Captain Mom's Log: Week 11: Day 75

I come downstairs to an overpowering and musty scent.
"What is that smell?" I ask the boys who are having breakfast already.
It is not as pungent as the chameleon's uric acid-filled feces, nor does it seem like the small mammal house at the zoo, which is what I usually think the litter box resembles. It's not earthy and offensive like the crickets. Admittedly, we have too many animals in our humble house, but this smell was not one of them. Nor did it quite seem like burned breakfast or anything else human-made.
"Do you guys not smell that?" The boys continue to ignore my question.
Mom noses are always combing the air for things that are uninteresting to boys.
Oliver grooms himself on a pillow. The smell is strong near him. I check him for renegade poo. There is some sort of tannish gray matter sprayed all over the couch cushion. It looks like rotten baby food.
"Yeuch," I inspect it without getting too close.
Then I see the source. Oliver's neck is coated in blood and pus. That's the smell. Pus and blood. I almost throw up.
"I made you oatmeal, Honey," Co-Captain Dad proudly states.
The pus is the color of oatmeal.
"No, no, no, I don't want breakfast. Thank you, but no, thank you. Oliver is bleeding. His cut got infected. It's everywhere."
Oliver starts licking it up from the couch. My stomach turns. I don't have time for this.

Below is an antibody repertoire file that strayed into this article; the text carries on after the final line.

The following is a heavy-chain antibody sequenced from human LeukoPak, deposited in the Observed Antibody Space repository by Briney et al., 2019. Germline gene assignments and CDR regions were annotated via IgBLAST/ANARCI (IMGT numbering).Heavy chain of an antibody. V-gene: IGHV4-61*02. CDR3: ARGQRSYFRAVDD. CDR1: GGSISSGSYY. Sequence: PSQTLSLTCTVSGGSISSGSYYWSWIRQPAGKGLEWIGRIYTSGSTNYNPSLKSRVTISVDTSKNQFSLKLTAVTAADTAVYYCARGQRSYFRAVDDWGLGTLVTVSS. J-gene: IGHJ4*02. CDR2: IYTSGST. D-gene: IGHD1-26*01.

"My class is starting in seven minutes."
I grab a cub of coffee and slip upstairs to join the second grade class. It's a math day. As assistant teacher, I help with muting and unmuting, and general Zoom troubleshooting. Occasionally I rat on them for abusing the chat. It's not my favorite thing to do. The sense of guilt outweighs the entertainment.
On one hand, they are enjoying communicating with each other, which is huge for them. Who am I to stop such important communications among friends? On the other hand, if they don't pay attention, they don't turn in the homework and then they get in trouble. Getting praise from a teacher these days is worth a thousand friendly chats. So, I have to stop the chats as they pop up. I still feel like a rat.
The coffee smells divine. Like a weekend in Cabo. Not that I've been. Two of our nightly TV shows won't stop talking about Cabo's luxurious beaches and superior coffee. So, in a way, I've been virtually. That should count for something in today's new world. I sip my medium roast and I'm no longer in my tiny makeshift office. I'm watching the sunrise behind the ocean and silhouetted palm trees.
I breathe in the heavenly scent of coffee and now I'm in France having a baguette for breakfast with my café. Or on the white steps of Greece petting a stray cat (who doesn't have things oozing out of its neck).
"Mrs. Jones, I know the answer, and it's two," a student blurts out.
"Mia, don't call out. Who has their hand raised?"
I don't envy Mrs. Jones.
When class is over I am finally able to stomach some food. I get a text from Co-Captain Dad who has run to the Post Office.
"You're going to need to take Oliver to the vet. Come look at his neck. He's outside."
Blood is everywhere. I have to take Oliver to the vet. Again.
We get in the car. As I sit in the driver's seat I am acutely aware of the overpowering smell of latex gloves and hand sanitizer. This is my car smell now. This is the smell of our new sanitary world.
At least my coffee took me to the overseas for a few fleeting moments.
Hope you get to enjoy some moments.

END TRANSMISSION

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